A World of 'Good and Evil'? The Return to Morality in Public and International Affairs
Woodrow Wilson School of Public and International Affairs
Princeton University, April 25-26, 2003
In his address at the West Point Commencement in June 2002, President George W. Bush declared America to be “in a conflict between good and evil,” insisting that “America will call evil by its name.” In his National Security Strategy, he argues that “the concept of ‘free trade’ arose as a moral principle even before it became a pillar of economics.” He describes his approach to foreign aid policy in the same vein, recognizing a “moral imperative” to include “all of the world's poor in an expanding circle of development.”
What does it mean to frame American foreign and domestic policy in moral terms, around the dichotomy of “good and evil,” “right and wrong”? This rhetoric of morality recurs periodically in American history, society, and culture. But the post-Cold War era has given way to an era defined by globalization, with all its permutations, and the war on terrorism, in what many are calling the information age. Approaching the challenges of this era from a moral perspective reframes key issues in national security strategy, economics, development policies, post-conflict reconstruction, and public health.
The first annual Princeton Colloquium on Public and International Affairs seeks to explore the implications of a return to morality, or at least the rhetoric of morality, in public life by bringing together prominent scholars, policymakers, and practitioners from across the globe. The inaugural Colloquium, entitled: “A World of Good and Evil? The Return to Morality in Public and International Affairs,” will address the ethical and policy considerations underlying key foreign and domestic policies, ranging from homeland security and the confrontation with Iraq to the Monterrey Declaration and global public health. In all these areas, the Princeton Colloquium will ask the fundamental question: is the dichotomy of good and evil the appropriate way to view the challenges facing the global community? If so, what are the policy implications? If not, what alternative logics are available to guide US policy and the shape of our global society?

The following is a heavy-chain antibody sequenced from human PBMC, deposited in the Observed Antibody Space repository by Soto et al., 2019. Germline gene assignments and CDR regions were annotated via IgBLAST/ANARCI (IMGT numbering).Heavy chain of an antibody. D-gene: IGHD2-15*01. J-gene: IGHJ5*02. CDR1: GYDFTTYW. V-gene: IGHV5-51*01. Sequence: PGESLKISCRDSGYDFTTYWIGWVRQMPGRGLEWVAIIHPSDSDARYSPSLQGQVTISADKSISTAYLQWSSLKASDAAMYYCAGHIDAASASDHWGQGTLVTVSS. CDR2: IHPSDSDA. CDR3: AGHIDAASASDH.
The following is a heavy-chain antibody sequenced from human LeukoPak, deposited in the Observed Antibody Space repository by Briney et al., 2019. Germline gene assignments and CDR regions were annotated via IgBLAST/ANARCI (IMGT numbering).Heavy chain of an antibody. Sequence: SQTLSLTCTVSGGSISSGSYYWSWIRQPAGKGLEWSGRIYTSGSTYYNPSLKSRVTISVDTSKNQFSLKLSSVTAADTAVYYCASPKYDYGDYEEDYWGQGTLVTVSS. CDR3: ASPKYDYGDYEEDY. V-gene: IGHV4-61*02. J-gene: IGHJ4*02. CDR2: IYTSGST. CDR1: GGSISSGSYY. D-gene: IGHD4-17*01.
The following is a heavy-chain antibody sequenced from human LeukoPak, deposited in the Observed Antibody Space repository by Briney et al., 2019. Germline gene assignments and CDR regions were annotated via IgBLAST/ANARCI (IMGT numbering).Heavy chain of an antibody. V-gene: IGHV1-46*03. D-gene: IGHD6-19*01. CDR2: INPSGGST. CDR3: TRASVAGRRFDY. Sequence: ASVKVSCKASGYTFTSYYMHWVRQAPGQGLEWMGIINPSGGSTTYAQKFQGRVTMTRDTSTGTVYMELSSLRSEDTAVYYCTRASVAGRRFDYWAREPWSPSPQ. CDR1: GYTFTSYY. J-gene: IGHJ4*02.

The Colloquium will convene April 25-26, 2003 in Princeton, NJ. Hosted by the Woodrow Wilson School, it will feature lectures, panels, and round-table discussions sponsored by centers, programs, and departments across Princeton University. Historians will consider the antecedents of American unilateralism; philosophers will debate the moral and ethical dimensions of the good and evil dichotomy; economists and practitioners will analyze its effects on global welfare; political scientists and diplomats will discuss its effects on the structure of the international system and America’s place therein.
A high-level speaker series over the course of this academic year has led up to the Colloquium and set the stage for the April discussions. Lecturers include former UN Commissioner for Human Rights Mary Robinson, General Romeo Dallaire, the National Journal's James Fallows, David Scheffer, and Professor Michael Walzer. The Colloquium events themselves will be simultaneously webcast to reach as broad an audience as possible, including Princeton alumni. A final Colloquium report will be available through the Colloquium website and will be widely disseminated both in the United States and abroad to stimulate debate in both academic and policy circles.